Energy Sector Continues to Generate Buzz
December 2, 2015
The energy sector has shown and continues to show robust growth. It was one of the first industries to bounce back from the Great Recession, and one of the few that has been consistently thriving for several years. This growth has been driven partly by the desire to reduce U.S. dependence on foreign oil, and partly by efforts to develop more renewable energy sources.
Growth has been further accelerated by advances in horizontal drilling and hydraulic fracturing techniques that make it possible and profitable for energy companies to extract oil and gas resources from within shale formations. The initial impact of these advances has been felt most strongly in a handful of hot markets — including North Dakota, Pennsylvania, Texas and Colorado — where oil and gas companies have invested heavily in drilling and production facilities.
The energy industry’s investment in facilities and infrastructure is expected to continue during the next 20 years, with cumulative capital expenditures estimated at more than $5 trillion by 2035. Such massive investment clearly offers opportunities for construction businesses.
Facilities and pipelines
Companies with expertise and experience building industrial facilities will continue to be in demand — and not only in areas where oil and gas are being extracted. The largest share of investment in midstream infrastructure will include oil refineries as well as liquefied gas production, storage and export facilities.
These projects are expected to initially take place in southwestern states, including New Mexico, Texas, Oklahoma, Louisiana and Arkansas. But infrastructure expansion is eventually projected to grow into the central and northeastern United States, along with Canada.
Pipeline construction will also likely continue to expand, as pipelines are used to transport most oil and gas resources around the country. And, with the availability of abundant and relatively low-cost gas, observers anticipate a boost in power plant construction — with projects to convert or replace coal-fired and nuclear plants particularly on the rise. (See the sidebar “Power plant emission standards may spark construction.”)
The prospective construction work in the energy sector is exciting. But the booming activity may provide other construction opportunities as well. Specifically, the abundance of well-paying jobs in the energy industry is driving residential relocation. The resulting population growth has increased the demand for single- and multifamily housing, schools, retail stores and commercial buildings in many areas.
Two examples are the Bakken shale zone in North Dakota and Eagle Ford in Texas. Over the next five years, about $80 billion annually will be invested in local infrastructure and real estate development in these areas. If energy projects are under development or underway in your market, look beyond the jobs themselves to see whether there are ancillary opportunities for your company.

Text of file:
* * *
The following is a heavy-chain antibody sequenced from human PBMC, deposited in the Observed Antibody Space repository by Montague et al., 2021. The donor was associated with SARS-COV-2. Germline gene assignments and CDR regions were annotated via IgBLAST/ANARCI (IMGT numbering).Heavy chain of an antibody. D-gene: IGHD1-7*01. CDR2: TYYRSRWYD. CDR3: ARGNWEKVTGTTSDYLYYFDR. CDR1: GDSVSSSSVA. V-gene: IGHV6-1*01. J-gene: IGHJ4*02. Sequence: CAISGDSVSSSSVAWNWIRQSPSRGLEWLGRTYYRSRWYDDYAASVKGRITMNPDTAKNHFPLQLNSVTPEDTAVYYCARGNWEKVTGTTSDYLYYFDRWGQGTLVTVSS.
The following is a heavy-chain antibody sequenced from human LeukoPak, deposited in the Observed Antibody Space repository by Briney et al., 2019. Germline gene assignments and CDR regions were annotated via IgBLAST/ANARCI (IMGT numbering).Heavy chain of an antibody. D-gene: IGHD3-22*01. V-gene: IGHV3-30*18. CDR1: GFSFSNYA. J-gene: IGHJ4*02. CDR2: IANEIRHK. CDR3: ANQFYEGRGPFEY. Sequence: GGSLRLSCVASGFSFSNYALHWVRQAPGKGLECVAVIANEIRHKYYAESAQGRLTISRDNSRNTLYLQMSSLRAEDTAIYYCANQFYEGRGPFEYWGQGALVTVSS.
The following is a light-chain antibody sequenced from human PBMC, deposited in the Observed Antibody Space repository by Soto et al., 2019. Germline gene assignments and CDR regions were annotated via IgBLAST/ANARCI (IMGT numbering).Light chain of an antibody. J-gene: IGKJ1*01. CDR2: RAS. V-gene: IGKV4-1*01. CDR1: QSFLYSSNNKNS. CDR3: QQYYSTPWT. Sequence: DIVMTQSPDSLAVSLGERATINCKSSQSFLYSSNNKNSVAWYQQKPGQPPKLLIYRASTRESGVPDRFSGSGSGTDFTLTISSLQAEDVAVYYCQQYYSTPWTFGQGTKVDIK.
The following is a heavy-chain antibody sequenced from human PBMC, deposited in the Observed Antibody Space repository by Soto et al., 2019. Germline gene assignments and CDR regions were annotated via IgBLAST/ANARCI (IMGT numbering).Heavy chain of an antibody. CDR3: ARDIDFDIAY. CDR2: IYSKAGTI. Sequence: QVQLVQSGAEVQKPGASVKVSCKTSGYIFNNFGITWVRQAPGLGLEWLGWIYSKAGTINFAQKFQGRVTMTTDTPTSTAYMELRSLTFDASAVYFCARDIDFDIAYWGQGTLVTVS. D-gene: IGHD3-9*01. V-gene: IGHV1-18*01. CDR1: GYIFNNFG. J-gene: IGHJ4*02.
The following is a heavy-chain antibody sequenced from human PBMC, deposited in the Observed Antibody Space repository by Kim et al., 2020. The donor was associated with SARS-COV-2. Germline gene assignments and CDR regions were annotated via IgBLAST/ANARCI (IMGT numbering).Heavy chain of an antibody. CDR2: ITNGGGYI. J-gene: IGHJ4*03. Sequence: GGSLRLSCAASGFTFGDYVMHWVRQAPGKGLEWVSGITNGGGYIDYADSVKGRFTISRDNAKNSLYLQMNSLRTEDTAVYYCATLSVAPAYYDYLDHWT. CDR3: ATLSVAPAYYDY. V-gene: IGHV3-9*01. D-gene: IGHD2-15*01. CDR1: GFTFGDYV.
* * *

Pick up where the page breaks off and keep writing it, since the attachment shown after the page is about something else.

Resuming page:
Not every consequence of the energy sector’s growth is positive. Many young people who might otherwise have entered the construction trades have found lucrative jobs in energy.
Electrical Contractor magazine reported last January on a projected labor shortfall of 1.5 million workers because of people leaving the construction industry during the recession. These workers are unlikely to return. The magazine also cited the results of a member survey by the Associated General Contractors of America in which more than half of respondents said they were having trouble finding electricians, plumbers, equipment operators, roofers and carpenters to fill existing jobs. Some of this labor scarcity is likely because of departures to the energy sector.
But there’s still a bit of a silver lining. In 2008, about 3.8% of the construction workforce was engaged directly in oil and gas construction. By 2012, that number had increased to 6.4%, and the demand for workers on energy-related building projects has continued to increase.
For contractors, the increased construction activity both directly and tangentially related to the energy sector warrants close attention. Bear in mind, however, that you may need to factor in higher labor costs when bidding on these typically expansive projects. So be prepared to offer competitive salaries and bonus compensation packages, as well as training and advancement opportunities to attract and retain talented employees.
Sidebar: Power plant emission standards may spark construction
In August, President Obama and EPA Administrator Gina McCarthy outlined details of the Clean Power Plan, which sets the first-ever national standards to limit carbon pollution from power plants. The regulations are designed to benefit public health by:
Existing power plants represent the largest source of carbon emissions in the United States, and the plan’s goal is to reduce emissions by 32% from 2005 levels by 2030. Although the plan offers states some flexibility in how to achieve that goal, the imposition of a national standard should lead to construction activity across the country over the next 15 years.
Among the types of projects likely to be encouraged by the Clean Power Plan are the decommissioning and replacement of some aging power plants, and the modification and adaptation of others. States will develop their own plans to meet the standards, using all low-carbon electricity generating technologies — including renewables, energy efficiency, natural gas, nuclear, and carbon capture and storage. Savvy contractors should be alert for opportunities on related projects.
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